Caesar Must Die
Caesar Must DieOriginal Title: Cesare deve morire
Director: Paolo Taviani, Vittorio Taviani
Italy | Italian
A stage performance ends; the house lights go up and the cast take their bows. This ritual is suddenly shattered by the actors’ wild cheers, with the audience echoing their raucous celebratory noise. The scene appears to be just another theatrical production… until the performers
return to their cells and resume their regular roles as inmates of Rebibbia, Rome’s maximum-security prison.
Paolo and Vittorio Taviani, the award-winning octogenarian brothers who have worked as a writing/directing team for more than 50 years, were inspired when they attended a production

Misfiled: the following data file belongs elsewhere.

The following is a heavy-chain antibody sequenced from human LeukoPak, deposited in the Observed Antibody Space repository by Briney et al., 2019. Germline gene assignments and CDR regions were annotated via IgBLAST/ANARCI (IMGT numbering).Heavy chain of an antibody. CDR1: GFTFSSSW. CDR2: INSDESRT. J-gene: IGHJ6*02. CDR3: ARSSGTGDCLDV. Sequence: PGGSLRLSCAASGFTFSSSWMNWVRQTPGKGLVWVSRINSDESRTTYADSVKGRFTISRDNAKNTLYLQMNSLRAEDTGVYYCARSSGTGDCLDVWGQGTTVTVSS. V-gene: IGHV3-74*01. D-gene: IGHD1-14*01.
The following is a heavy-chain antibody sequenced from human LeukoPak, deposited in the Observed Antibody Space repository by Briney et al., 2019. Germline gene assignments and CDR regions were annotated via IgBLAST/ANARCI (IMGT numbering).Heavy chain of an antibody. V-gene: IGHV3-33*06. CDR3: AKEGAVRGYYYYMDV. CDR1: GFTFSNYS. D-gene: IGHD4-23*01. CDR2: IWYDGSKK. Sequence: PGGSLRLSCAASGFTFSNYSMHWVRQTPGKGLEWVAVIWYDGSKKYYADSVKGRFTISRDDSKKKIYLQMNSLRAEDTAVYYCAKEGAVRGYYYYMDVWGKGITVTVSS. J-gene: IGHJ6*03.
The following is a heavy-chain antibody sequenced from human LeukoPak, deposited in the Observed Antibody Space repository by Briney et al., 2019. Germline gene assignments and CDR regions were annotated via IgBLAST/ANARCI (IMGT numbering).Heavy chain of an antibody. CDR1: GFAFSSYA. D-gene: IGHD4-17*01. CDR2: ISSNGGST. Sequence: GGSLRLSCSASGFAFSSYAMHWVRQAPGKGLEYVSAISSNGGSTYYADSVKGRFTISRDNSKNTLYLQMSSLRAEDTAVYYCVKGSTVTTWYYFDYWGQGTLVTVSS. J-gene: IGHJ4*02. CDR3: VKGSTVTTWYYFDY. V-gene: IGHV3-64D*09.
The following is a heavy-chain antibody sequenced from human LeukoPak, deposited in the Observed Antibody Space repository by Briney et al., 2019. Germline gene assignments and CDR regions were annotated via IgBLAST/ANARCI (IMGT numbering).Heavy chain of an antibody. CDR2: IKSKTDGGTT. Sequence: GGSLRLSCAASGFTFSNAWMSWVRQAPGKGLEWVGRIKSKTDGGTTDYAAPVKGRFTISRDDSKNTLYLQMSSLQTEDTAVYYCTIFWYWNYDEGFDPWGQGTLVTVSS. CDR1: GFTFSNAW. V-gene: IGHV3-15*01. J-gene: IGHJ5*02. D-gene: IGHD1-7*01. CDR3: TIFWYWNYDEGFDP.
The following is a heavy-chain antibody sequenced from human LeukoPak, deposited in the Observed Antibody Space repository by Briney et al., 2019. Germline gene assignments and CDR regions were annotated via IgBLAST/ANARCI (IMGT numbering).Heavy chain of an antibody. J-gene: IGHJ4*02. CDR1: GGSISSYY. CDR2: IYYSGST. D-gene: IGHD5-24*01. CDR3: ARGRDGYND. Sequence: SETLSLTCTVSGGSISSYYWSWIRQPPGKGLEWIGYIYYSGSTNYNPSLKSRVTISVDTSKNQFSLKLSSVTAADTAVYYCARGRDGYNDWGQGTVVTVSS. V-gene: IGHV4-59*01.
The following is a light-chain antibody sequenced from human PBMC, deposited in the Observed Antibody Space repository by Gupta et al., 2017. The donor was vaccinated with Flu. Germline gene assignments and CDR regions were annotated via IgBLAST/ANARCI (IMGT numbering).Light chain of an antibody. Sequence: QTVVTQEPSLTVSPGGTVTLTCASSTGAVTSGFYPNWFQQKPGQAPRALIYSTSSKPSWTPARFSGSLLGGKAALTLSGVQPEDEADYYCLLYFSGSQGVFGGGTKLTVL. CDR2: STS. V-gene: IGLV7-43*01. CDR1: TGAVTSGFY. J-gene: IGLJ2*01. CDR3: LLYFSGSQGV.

of Dante’s Divine Comedy at Rebibbia: “We felt the need to discover through a film how the beauty of their performances was born from those prison cells, from those outcasts that live so far from culture.' They arranged to film inside the penitentiary with a troupe of convicts – murderers, drug traffickers, mafiosi – all speaking in their own dialects.
There was never a question of which play to choose: Shakespeare’s Julius Caesar. The Tavianis
believed its themes of power, betrayal, doubt, friendship and freedom as enacted by the prisoners would lead them to discover inner truths. Situated between a documentary and an arthouse film, a simplified narrative was scripted with excerpts matching the convicts’ stories. Despite the confinement there is a palpable sense of freedom thanks to the dynamic compositions (in both colour and majestic black and white) and the energy of the editing. The film won the Golden Bear at the 2012 Berlinale.
– Cynthia Rowell